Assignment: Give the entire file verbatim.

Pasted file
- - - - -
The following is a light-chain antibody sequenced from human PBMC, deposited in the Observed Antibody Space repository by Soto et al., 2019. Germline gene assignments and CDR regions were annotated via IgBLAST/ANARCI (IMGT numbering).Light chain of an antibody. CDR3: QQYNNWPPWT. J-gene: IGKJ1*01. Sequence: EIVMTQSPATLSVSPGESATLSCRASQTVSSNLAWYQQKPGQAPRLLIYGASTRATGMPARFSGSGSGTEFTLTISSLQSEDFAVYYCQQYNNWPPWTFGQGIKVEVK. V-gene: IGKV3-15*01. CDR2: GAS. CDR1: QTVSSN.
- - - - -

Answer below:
The following is a light-chain antibody sequenced from human PBMC, deposited in the Observed Antibody Space repository by Soto et al., 2019. Germline gene assignments and CDR regions were annotated via IgBLAST/ANARCI (IMGT numbering).Light chain of an antibody. CDR3: QQYNNWPPWT. J-gene: IGKJ1*01. Sequence: EIVMTQSPATLSVSPGESATLSCRASQTVSSNLAWYQQKPGQAPRLLIYGASTRATGMPARFSGSGSGTEFTLTISSLQSEDFAVYYCQQYNNWPPWTFGQGIKVEVK. V-gene: IGKV3-15*01. CDR2: GAS. CDR1: QTVSSN.